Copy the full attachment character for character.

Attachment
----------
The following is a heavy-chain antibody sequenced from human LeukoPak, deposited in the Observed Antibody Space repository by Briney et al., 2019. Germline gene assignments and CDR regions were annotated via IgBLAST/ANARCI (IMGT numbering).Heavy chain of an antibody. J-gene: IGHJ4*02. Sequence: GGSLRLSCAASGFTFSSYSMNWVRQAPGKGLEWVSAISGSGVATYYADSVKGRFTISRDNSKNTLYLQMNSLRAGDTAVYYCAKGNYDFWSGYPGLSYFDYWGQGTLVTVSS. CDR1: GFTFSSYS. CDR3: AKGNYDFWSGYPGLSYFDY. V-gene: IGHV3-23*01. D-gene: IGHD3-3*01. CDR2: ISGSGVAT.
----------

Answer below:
The following is a heavy-chain antibody sequenced from human LeukoPak, deposited in the Observed Antibody Space repository by Briney et al., 2019. Germline gene assignments and CDR regions were annotated via IgBLAST/ANARCI (IMGT numbering).Heavy chain of an antibody. J-gene: IGHJ4*02. Sequence: GGSLRLSCAASGFTFSSYSMNWVRQAPGKGLEWVSAISGSGVATYYADSVKGRFTISRDNSKNTLYLQMNSLRAGDTAVYYCAKGNYDFWSGYPGLSYFDYWGQGTLVTVSS. CDR1: GFTFSSYS. CDR3: AKGNYDFWSGYPGLSYFDY. V-gene: IGHV3-23*01. D-gene: IGHD3-3*01. CDR2: ISGSGVAT.